Select Based on List of Random Values — Dynamic SQL or CSV Parsing UDF?


Solution Based on a Table Containing Lists of Values and Its Members

If we could avoid the list of value parsing and still have a table with all statuses requested, we would probably have the solution we are looking for. Having a table with pre-populated lists and its members would ensure the parsing step is not needed.

create table dbo.orderStatusIDListMembers(
     list     varchar(50),
     OrderStatusID     int not null,
     primary key clustered (list, orderStatusID)
)

Sample data contained in the table would be:

List

OrderStatusID

’1′

1

’1,2′

1

’1,2′

2

To be able to implement this solution we have to make sure that orderStatusIDListMembers table data is in synch with the orderStatuses table. To achieve that, we need to implement procedures for inserting and deleting statuses.

create procedure dbo.OrderStatuses_ins
          @orderStatusID     tinyInt,
          @orderStatusName      varchar(30),
          @orderStatusDescription      varchar(255)
as begin

     set noCount on
     begin transaction OrderStatuses_ins

     insert into dbo.OrderStatuses values(@orderStatusID, @orderStatusName, @orderStatusDescription)

     if @@error <> 0 begin
          rollback transaction OrderStatuses_ins
          return (-1)
     end

     declare oldOrderStatusIDList insensitive cursor for
          select distinct list
          from dbo.orderStatusIDListMembers

     declare @currentList     varchar(50),
          @currentOrderStatusID     varchar(50),
          @newList     varchar(50)

     open oldOrderStatusIDList
     set @newList = null

     while (0 = 0) begin

          fetch next from oldOrderStatusIDList into @currentList

          if @@fetch_status <> 0 break

          select @newList = isNull(@newList + ‘, ‘, ”) + cast(orderStatusID as varchar(50))
          from (
          select orderStatusID
          from dbo.orderStatusIDListMembers
          where list = @currentList
          union
          select @orderStatusID as orderStatusID
          ) as t
          order by orderStatusID

          insert into dbo.orderStatusIDListMembers(list, orderStatusID)
          select @newList, orderStatusID
          from (
          select orderStatusID
          from dbo.orderStatusIDListMembers
          where list = @currentList
          union
          select @orderStatusID as orderStatusID
          ) as t

          if @@error <> 0 begin
          rollback transaction OrderStatuses_ins
          close oldOrderStatusIDList
          deallocate oldOrderStatusIDList
          return(-1)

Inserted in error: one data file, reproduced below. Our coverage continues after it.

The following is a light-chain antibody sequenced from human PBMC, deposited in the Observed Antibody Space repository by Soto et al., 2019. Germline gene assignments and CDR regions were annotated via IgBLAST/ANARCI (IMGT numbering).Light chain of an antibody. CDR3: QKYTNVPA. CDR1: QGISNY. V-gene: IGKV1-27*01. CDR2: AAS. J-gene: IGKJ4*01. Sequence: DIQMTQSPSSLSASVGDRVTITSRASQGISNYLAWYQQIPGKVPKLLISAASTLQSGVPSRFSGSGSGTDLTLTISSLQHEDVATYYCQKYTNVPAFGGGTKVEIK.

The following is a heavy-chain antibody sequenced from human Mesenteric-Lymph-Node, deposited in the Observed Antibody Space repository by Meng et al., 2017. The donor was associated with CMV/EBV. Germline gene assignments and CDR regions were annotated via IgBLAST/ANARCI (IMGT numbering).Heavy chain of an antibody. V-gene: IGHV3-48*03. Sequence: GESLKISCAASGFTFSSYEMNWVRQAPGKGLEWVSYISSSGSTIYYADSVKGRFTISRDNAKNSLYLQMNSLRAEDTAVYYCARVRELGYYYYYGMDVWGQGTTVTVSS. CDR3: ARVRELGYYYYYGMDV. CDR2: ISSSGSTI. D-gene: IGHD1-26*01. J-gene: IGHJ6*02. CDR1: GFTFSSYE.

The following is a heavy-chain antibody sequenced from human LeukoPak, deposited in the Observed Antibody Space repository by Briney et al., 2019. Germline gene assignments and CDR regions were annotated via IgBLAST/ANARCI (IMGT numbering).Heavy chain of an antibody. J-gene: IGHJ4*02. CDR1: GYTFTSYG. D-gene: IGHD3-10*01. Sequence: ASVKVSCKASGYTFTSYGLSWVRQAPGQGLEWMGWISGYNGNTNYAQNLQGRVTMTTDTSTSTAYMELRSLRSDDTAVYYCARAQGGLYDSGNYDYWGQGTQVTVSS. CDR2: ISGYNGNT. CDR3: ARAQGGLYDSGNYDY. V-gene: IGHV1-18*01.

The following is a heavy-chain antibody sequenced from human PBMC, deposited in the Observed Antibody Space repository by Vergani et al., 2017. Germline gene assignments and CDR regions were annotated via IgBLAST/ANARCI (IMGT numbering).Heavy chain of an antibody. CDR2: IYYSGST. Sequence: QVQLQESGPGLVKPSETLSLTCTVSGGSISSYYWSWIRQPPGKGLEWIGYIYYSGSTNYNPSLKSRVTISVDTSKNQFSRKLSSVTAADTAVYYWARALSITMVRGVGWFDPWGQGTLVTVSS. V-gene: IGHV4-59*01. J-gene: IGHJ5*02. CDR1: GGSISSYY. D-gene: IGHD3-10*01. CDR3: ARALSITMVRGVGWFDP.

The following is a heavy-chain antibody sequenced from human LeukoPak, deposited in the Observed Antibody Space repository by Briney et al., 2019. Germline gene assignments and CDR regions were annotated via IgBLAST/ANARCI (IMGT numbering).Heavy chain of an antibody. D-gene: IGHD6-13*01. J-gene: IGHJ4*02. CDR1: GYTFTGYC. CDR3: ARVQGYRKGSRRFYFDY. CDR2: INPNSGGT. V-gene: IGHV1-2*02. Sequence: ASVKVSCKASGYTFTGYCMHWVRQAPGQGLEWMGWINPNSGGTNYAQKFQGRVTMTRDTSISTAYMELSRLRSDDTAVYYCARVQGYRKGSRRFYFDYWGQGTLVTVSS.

end

          set @newList = null

     end

     close oldOrderStatusIDList
     deallocate oldOrderStatusIDList

     insert into dbo.orderStatusIDListMembers(list, orderStatusID) values(cast(@orderStatusID as varchar(50)), @orderStatusID)

     if @@error <> 0 begin
          rollback transaction OrderStatuses_ins
          return(-1)
     end

     commit transaction OrderStatuses_ins
     return 0
end

I’ll omit the code of the procedure that deletes single status because it is not needed for performance testing and its implementation is straightforward.

To test the solution, let’s populate the orderStatuses and orderStatusIDListMembers tables.

exec dbo.OrderStatuses_ins @orderStatusID = 0, @orderStatusName = ’0′, @orderStatusDescription = ’0′
exec dbo.OrderStatuses_ins @orderStatusID = 1, @orderStatusName = ’1′, @orderStatusDescription = ’1′
exec dbo.OrderStatuses_ins @orderStatusID = 2, @orderStatusName = ’2′, @orderStatusDescription = ’2′
exec dbo.OrderStatuses_ins @orderStatusID = 3, @orderStatusName = ’3′, @orderStatusDescription = ’3′
exec dbo.OrderStatuses_ins @orderStatusID = 4, @orderStatusName = ’4′, @orderStatusDescription = ’4′
exec dbo.OrderStatuses_ins @orderStatusID = 5, @orderStatusName = ’5′, @orderStatusDescription = ’5′
exec dbo.OrderStatuses_ins @orderStatusID = 6, @orderStatusName = ’6′, @orderStatusDescription = ’6′
exec dbo.OrderStatuses_ins @orderStatusID = 7, @orderStatusName = ’7′, @orderStatusDescription = ’7′

The stored procedure implementation is similar to the previous one:

create procedure orders_sel_by_userID_orderStatusList
     @userId     int,
     @orderStatusList     varchar(100)
as begin
     set noCount on
     Select count(*)
     from orders o
     join dbo.orderStatusIDListMembers l on o.orderStatusID = l.OrderStatusID and l.list = @orderStatusList
     where o.userID = @userID

end

Continues…

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